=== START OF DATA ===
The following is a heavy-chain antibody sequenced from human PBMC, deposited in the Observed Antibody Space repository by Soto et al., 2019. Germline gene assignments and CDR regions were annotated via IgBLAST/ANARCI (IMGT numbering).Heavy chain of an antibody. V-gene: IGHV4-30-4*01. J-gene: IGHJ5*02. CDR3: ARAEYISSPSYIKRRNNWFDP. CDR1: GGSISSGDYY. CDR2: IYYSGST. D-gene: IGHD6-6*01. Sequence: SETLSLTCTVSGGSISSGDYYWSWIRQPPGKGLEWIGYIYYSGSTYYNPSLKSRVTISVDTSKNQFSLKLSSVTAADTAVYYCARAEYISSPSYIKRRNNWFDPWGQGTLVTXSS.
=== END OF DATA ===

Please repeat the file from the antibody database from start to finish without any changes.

The following is a heavy-chain antibody sequenced from human PBMC, deposited in the Observed Antibody Space repository by Soto et al., 2019. Germline gene assignments and CDR regions were annotated via IgBLAST/ANARCI (IMGT numbering).Heavy chain of an antibody. V-gene: IGHV4-30-4*01. J-gene: IGHJ5*02. CDR3: ARAEYISSPSYIKRRNNWFDP. CDR1: GGSISSGDYY. CDR2: IYYSGST. D-gene: IGHD6-6*01. Sequence: SETLSLTCTVSGGSISSGDYYWSWIRQPPGKGLEWIGYIYYSGSTYYNPSLKSRVTISVDTSKNQFSLKLSSVTAADTAVYYCARAEYISSPSYIKRRNNWFDPWGQGTLVTXSS.